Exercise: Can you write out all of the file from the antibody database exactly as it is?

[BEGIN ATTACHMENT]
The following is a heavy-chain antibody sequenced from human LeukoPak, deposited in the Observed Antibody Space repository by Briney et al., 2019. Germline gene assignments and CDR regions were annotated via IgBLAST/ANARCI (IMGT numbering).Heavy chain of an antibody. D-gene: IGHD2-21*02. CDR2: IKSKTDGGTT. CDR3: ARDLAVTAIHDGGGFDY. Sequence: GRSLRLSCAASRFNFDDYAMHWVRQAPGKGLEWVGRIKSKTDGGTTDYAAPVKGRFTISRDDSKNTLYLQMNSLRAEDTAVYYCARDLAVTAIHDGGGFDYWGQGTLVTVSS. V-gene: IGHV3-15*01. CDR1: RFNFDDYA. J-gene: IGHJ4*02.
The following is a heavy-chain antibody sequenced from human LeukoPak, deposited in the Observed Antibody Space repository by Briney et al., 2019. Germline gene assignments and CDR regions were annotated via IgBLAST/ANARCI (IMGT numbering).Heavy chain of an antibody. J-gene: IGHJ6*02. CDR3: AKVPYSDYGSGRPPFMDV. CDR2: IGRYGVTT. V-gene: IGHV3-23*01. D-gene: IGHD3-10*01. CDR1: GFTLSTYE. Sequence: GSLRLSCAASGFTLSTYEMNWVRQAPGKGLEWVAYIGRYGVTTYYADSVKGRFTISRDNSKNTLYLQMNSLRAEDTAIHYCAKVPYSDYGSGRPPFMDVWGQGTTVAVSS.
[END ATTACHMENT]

The following is a heavy-chain antibody sequenced from human LeukoPak, deposited in the Observed Antibody Space repository by Briney et al., 2019. Germline gene assignments and CDR regions were annotated via IgBLAST/ANARCI (IMGT numbering).Heavy chain of an antibody. D-gene: IGHD2-21*02. CDR2: IKSKTDGGTT. CDR3: ARDLAVTAIHDGGGFDY. Sequence: GRSLRLSCAASRFNFDDYAMHWVRQAPGKGLEWVGRIKSKTDGGTTDYAAPVKGRFTISRDDSKNTLYLQMNSLRAEDTAVYYCARDLAVTAIHDGGGFDYWGQGTLVTVSS. V-gene: IGHV3-15*01. CDR1: RFNFDDYA. J-gene: IGHJ4*02.
The following is a heavy-chain antibody sequenced from human LeukoPak, deposited in the Observed Antibody Space repository by Briney et al., 2019. Germline gene assignments and CDR regions were annotated via IgBLAST/ANARCI (IMGT numbering).Heavy chain of an antibody. J-gene: IGHJ6*02. CDR3: AKVPYSDYGSGRPPFMDV. CDR2: IGRYGVTT. V-gene: IGHV3-23*01. D-gene: IGHD3-10*01. CDR1: GFTLSTYE. Sequence: GSLRLSCAASGFTLSTYEMNWVRQAPGKGLEWVAYIGRYGVTTYYADSVKGRFTISRDNSKNTLYLQMNSLRAEDTAIHYCAKVPYSDYGSGRPPFMDVWGQGTTVAVSS.